Iraq's Rebuke to the NRA.

Gossip, speculation, and scuttlebutt about politics.
April 5 2003 12:30 AM

Iraq and the NRA: Reader Response

Why you can buy guns in Saddam's police state.

Three weeks ago, Chatterbox wondered aloud how Iraq could be a police state given that, according to Neil MacFarquhar of the New York Times, "Most Iraqi households own at least one gun." Chatterbox had been given to understand, by the National Rifle Association, that widespread gun ownership was a Jeffersonian bulwark against unfree government. Why did it fail in Iraq? Chatterbox invited readers to explain. Here are the answers he got:


No ammo. Several readers, including Michael Dolan, author of The American Porch, noticed that Chatterbox didn't specifically mention that ammunition was also widely available. He should have. It is (see MacFarquhar has it wrong, below).

Lack of will. That's the conclusion of William Lolli, contributing editor to, whose Web posting inspired many gun advocates to write in with theories of their own. "A gun in your hand does not make you free," writes Lolli. "The hand must have the will and the desire to be free." Lolli argues that "thirty years of secret police midnight raids, torture chambers, rape, public beheadings and all manner of systematic terror" have sapped the will of Iraqis. Lolli's response is one of many "necessary but not sufficient" arguments Chatterbox has received. This one begs the question, which is not how a demoralized armed populace could fail to overthrow a brutal regime, but rather, how a non-demoralized armed populace could have allowed that brutal regime to emerge in the first place.

They've got guns, but the Iraqi regime has better guns. One unidentified reader notes that he saw only shotguns in the photograph illustrating MacFarquhar's article. The Washington Post's Anthony Shadid has explained why, notes reader Jared Pitts: "Gun stores can sell only hunting rifles and pistols. But AK-47s, the weapon of choice, are provided to millions of members of the ruling Baath Party and allied militias such as the one known as Saddam's Fedayeen."

A case can certainly be made that freedom-loving Iraqis should have the same access to AK-47s as the Fedayeen. But you can only take this argument so far. If every Iraqi citizen were free to own a weapons cache that matched that of Saddam Hussein, every Iraqi citizen could own chemical and biological weapons. Even Charlton Heston can't want that.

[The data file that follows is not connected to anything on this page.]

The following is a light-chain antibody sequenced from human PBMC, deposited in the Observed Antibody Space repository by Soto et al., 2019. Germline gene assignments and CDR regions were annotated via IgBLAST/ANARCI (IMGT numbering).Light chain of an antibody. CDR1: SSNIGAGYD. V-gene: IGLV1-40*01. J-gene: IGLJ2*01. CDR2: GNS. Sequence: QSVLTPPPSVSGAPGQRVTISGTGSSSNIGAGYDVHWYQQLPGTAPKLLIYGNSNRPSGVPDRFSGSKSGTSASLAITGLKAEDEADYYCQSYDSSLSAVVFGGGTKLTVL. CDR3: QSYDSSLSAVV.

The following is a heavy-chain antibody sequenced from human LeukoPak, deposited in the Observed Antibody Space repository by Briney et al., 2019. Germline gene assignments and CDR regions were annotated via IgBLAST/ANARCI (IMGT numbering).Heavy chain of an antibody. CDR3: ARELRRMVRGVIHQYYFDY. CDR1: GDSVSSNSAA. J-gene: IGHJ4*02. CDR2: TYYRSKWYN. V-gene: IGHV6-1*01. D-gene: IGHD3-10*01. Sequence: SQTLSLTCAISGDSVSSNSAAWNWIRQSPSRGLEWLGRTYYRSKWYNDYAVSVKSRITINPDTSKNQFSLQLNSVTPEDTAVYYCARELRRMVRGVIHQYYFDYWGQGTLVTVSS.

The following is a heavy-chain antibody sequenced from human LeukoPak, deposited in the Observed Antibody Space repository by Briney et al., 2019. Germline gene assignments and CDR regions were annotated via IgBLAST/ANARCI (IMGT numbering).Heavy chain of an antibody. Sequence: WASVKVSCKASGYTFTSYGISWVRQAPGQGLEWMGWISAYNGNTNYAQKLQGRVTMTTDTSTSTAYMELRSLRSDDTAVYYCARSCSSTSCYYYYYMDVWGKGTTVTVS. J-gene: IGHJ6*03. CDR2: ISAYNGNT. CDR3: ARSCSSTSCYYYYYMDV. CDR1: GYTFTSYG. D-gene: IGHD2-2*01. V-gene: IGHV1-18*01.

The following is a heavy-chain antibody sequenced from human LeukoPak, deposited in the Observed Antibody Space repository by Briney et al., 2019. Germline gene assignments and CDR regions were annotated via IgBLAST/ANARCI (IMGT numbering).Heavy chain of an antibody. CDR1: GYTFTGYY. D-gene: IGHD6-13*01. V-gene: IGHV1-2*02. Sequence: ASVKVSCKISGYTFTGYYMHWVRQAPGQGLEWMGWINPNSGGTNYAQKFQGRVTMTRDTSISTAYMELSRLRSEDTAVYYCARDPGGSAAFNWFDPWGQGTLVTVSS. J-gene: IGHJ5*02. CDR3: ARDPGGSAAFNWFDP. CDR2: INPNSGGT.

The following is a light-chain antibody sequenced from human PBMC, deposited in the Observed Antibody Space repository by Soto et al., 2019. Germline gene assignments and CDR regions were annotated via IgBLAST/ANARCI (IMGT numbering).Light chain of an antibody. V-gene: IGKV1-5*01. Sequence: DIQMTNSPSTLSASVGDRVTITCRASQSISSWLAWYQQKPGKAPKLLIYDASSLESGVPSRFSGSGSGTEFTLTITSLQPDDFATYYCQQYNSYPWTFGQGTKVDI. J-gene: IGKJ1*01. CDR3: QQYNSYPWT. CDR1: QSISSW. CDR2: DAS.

Iraqis are very poor shots. This is the funniest explanation Chatterbox received. Reader David Pinkerd says he's convinced that "the main reason they are always firing guns into the air is that [it] is the only thing they are assured of hitting."

MacFarquhar has it wrong. "Did the Times reporter do a national survey of Iraq?" inquired reader Dave Pinsen. Surely not. And it's true that Chatterbox has chided MacFarquhar before for making fanciful seat-of-the-pants estimates. But MacFarquhar's piece provided testimony from gun shop owners that ammunition sales had risen as much as 50 percent in the runup to the war. He also provided eyewitness evidence (at Baghdad's Target Gun Shop and Trigger Gun Shop) that guns and ammunition are still sold freely and openly in Iraq. Even if he didn't demonstrate that most families have guns, MacFarquhar did demonstrate that most families have easy access to guns if they want them. Which is practically the same thing.

In Red Dawn, the soldiers were Russians and Cubans, not Russians and Nicaraguans. This has no bearing on the question at hand, but in his earlier item Chatterbox did summarize the plot of Red Dawn and apparently flubbed an important detail. Chatterbox thanks reader Jeffrey Labrado for setting him straight.

The Iraqis lack freedom of assembly. Another "necessary but not sufficient" argument. Reader William Myers: "It is still considered treason for armed Iraq citizens to assemble and discuss antigovernment issues. If this were possible, the condition of Iraq's citizens [might] be different." But if it were possible for Iraqis to discuss publicly what's wrong with their government, Iraq would be a free enough society that reformers would have better alternatives to taking up arms against the government.

The NRA's basic premise is false. Chatterbox resisted this logic as long as he could. But reader Richard Antill notes that the United Kingdom, Germany, France, and many other western democracies (most, in fact) regulate guns much more heavily than the U.S., yet manage not to turn into police states. Maybe he's onto something.



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